A new telescope, made up of two identical arrays on opposite sides of the planet, will track down sources of gravitational waves.
The Gravitational-wave Optical Transient Observer (GOTO) will help shepherd in a new era of gravitational wave science. Deployed across two antipodal locations to fully cover the sky, GOTO will scour the skies for optical clues about the violent cosmic events that create ripples in the fabric of space itself.
GOTO began when the UK’s University of Warwick and Australia’s Monash University wanted to address the gap between gravitational wave (GW) detectors and electromagnetic signals. Now the international collaboration has 10 partners, 6 of which are in the UK.
The primary science of GOTO is to detect the optical light connected to gravitational wave events. As part of the overall GOTO activity, The University of Manchester will be using the new telescope to help its astronomers search for unique ’spider’ pulsars, the name for very fast spinning binary pulsars.
For the gravitational wave science, GOTO needs to scan a large area of the sky repeatedly, both to find these events as they occur but also to build a very accurate reference of what the sky ’normally’ looks like so that if a gravitational wave counterpart appears one can tell it was not there before. The ability of GOTO will allow researchers to produce extended time-lapses of the sky, which can then be mined for all kinds of other variable sources.
Professor Rene Breton of The University of Manchester , one of the GOTO project partners, says that the science return also goes beyond gravitational waves. "The ’time-lapse’ picture of the sky it continuously builds up is a gold mine to study variability in other astronomical objects and search for transient phenomena unconnected to gravitational wave events," he said.
The ’time-lapse’ picture of the sky it continuously builds up is a gold mine to study variability in other astronomical objects and search for transient phenomena unconnected to gravitational wave events.
"In our specific case, we’re after discovering new spider pulsars by looking for the periodic signature of the heated star orbiting them. Some display unexpected changes and brighten up as mass suddenly start flowing from the companion star towards the pulsar. We don’t understand this behaviour as it occurs quickly (somewhere between days to weeks) and has only been observed a couple of times. Having "eyes" scanning the sky is exactly what we think could help us uncover their secrets."
GOTO has received £3.2 million of funding from the Science and Technology Facilities Council (STFC) to deploy the full-scale facility.
Long hypothesised as a by-product of the collision and merger of cosmic behemoths such as neutron stars and black holes, gravitational waves were finally detected directly by the Advanced LIGO (Laser Interferometry Gravitational-wave Observatory) in 2015.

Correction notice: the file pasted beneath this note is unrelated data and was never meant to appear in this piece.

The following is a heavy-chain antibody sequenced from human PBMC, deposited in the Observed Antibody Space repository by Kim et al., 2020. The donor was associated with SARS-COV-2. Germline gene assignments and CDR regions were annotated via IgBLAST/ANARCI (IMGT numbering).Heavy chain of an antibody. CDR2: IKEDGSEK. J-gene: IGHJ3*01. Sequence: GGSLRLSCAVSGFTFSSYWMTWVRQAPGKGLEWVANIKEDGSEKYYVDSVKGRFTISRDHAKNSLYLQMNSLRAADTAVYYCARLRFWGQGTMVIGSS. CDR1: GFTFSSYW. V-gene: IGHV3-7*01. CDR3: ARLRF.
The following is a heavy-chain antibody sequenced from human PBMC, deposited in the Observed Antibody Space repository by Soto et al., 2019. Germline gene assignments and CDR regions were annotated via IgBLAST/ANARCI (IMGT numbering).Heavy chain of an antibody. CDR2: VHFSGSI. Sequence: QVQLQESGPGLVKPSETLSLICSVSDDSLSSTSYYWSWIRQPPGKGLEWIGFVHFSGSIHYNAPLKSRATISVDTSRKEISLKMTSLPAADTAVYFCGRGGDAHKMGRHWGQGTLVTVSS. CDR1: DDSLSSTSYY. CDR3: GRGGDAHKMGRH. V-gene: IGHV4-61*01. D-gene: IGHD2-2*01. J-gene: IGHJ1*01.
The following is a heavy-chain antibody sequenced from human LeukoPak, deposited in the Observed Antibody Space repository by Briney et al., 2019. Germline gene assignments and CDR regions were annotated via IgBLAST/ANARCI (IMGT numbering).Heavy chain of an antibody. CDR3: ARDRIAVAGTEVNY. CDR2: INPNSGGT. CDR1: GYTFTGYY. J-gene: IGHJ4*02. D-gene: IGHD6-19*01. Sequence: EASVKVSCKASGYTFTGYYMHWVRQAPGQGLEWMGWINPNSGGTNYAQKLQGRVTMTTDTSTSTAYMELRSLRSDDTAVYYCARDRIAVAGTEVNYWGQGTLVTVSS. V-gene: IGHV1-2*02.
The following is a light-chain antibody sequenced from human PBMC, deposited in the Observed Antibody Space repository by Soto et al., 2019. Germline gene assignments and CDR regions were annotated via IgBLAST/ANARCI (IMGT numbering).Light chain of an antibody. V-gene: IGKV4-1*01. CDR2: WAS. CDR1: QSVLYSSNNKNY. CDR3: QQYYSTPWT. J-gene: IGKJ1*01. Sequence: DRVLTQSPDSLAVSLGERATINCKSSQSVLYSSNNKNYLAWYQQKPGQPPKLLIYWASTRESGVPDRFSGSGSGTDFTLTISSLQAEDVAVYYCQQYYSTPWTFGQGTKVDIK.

GOTO is designed to fill this observational gap by searching for optical signals in the electromagnetic spectrum that might indicate the source of the GW - quickly locating the source and using that information to direct a fleet of telescopes, satellites and instruments at it.
As most GW signals involve the merger of massive objects, these ’visual’ cues are extremely fleeting as must be located as quickly as possible, which is where GOTO comes in.
The idea is that GOTO will act as sort of intermediary between the likes of LIGO, which detect the presence of a gravitational wave event, and more targetable multi-wavelength observatories that can study the event’s optical source.
Professor Danny Steeghs of the University of Warwick, GOTO’s Principle Investigator, said: "There are fleets of telescopes all over the world available to look towards the skies when gravitational waves are detected, in order to find out more about the source. But as the gravitational wave detectors are not able to pinpoint where the ripples come from, these telescopes do not know where to look."
"If the gravitational wave observatories are the ears, picking up the sounds of the events, and the telescopes are the eyes, ready to view the event in all the wavelengths, then GOTO is the bit in the middle, telling the eyes where to look."
Following the successful testing of a prototype system in La Palma, in Spain’s Canary Islands, the project is deploying a much expanded, second generation instrument.
Two telescope mount systems, each made up of eight individual 40 cm (16 inch) telescopes, are now operational in La Palma. Combined, these 16 telescopes cover a very large field of view with 800 million pixels across their digital sensors, enabling the array to sweep the visible sky every few nights.
These robotic systems will operate autonomously, patrolling the sky continuously but also focusing on particular events or regions of sky in response to alerts of potential gravitational wave events.
In parallel, the team is preparing a site at Australia’s Siding Spring Observatory, which will contain the same two-mount, 16 telescope system as the La Palma installation.
The plan is to have both sites operational this year to be ready for the next observing run of the LIGO/Virgo gravitational wave detectors in 2023.
The optical search for gravitational wave events is the next step in the evolution of gravitational wave astronomy. It has been achieved once before, but with GOTO’s help it should become much easier.